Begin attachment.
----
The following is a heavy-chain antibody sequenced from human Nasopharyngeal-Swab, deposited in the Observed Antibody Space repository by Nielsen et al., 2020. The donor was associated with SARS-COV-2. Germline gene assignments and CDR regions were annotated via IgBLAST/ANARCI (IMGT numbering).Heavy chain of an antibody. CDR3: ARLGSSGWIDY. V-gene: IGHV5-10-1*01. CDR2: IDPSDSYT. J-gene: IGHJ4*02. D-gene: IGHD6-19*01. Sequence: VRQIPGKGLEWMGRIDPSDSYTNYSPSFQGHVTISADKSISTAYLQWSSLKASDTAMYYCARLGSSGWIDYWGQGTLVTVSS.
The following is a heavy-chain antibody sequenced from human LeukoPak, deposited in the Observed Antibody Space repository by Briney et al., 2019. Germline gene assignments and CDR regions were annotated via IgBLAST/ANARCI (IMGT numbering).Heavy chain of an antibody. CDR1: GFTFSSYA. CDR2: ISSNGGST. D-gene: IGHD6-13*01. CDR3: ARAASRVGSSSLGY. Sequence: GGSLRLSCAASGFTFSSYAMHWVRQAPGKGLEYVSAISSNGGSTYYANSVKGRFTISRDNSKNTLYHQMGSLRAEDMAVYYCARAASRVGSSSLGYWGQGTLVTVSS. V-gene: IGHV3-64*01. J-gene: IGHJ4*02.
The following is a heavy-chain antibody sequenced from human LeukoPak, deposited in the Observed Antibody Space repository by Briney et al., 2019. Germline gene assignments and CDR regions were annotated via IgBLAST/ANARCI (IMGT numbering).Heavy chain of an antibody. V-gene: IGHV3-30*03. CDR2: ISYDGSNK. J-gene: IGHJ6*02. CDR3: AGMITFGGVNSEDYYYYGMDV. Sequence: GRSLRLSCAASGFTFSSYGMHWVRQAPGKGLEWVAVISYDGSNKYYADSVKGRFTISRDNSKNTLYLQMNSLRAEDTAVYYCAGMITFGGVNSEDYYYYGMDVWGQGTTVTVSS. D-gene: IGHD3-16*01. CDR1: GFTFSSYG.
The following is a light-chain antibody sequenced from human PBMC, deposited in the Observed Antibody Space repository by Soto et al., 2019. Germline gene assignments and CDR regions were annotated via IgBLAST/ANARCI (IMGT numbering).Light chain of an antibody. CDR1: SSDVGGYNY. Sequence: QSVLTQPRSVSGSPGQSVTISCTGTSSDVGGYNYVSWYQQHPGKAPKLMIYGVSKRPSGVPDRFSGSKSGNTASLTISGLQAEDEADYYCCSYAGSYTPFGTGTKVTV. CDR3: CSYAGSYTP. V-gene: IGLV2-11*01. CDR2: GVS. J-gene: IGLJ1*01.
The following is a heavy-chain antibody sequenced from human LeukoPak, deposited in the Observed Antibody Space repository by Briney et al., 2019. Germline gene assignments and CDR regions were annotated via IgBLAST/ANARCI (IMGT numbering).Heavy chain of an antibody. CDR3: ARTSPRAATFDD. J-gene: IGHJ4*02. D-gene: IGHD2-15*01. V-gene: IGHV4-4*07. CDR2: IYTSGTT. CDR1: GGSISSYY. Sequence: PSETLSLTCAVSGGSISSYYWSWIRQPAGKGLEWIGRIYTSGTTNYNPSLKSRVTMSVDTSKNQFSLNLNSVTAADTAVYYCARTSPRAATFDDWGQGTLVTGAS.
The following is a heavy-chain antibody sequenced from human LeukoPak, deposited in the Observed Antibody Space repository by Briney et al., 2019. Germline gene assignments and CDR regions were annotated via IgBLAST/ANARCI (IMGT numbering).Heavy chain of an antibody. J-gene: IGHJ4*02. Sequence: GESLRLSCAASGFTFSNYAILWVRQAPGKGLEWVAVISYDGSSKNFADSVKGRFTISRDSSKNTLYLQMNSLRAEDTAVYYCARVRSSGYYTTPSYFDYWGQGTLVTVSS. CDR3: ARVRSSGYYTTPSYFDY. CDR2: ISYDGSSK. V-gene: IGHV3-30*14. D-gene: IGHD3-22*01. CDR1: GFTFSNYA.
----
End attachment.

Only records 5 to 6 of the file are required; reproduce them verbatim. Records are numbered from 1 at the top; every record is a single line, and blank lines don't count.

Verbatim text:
The following is a heavy-chain antibody sequenced from human LeukoPak, deposited in the Observed Antibody Space repository by Briney et al., 2019. Germline gene assignments and CDR regions were annotated via IgBLAST/ANARCI (IMGT numbering).Heavy chain of an antibody. CDR3: ARTSPRAATFDD. J-gene: IGHJ4*02. D-gene: IGHD2-15*01. V-gene: IGHV4-4*07. CDR2: IYTSGTT. CDR1: GGSISSYY. Sequence: PSETLSLTCAVSGGSISSYYWSWIRQPAGKGLEWIGRIYTSGTTNYNPSLKSRVTMSVDTSKNQFSLNLNSVTAADTAVYYCARTSPRAATFDDWGQGTLVTGAS.
The following is a heavy-chain antibody sequenced from human LeukoPak, deposited in the Observed Antibody Space repository by Briney et al., 2019. Germline gene assignments and CDR regions were annotated via IgBLAST/ANARCI (IMGT numbering).Heavy chain of an antibody. J-gene: IGHJ4*02. Sequence: GESLRLSCAASGFTFSNYAILWVRQAPGKGLEWVAVISYDGSSKNFADSVKGRFTISRDSSKNTLYLQMNSLRAEDTAVYYCARVRSSGYYTTPSYFDYWGQGTLVTVSS. CDR3: ARVRSSGYYTTPSYFDY. CDR2: ISYDGSSK. V-gene: IGHV3-30*14. D-gene: IGHD3-22*01. CDR1: GFTFSNYA.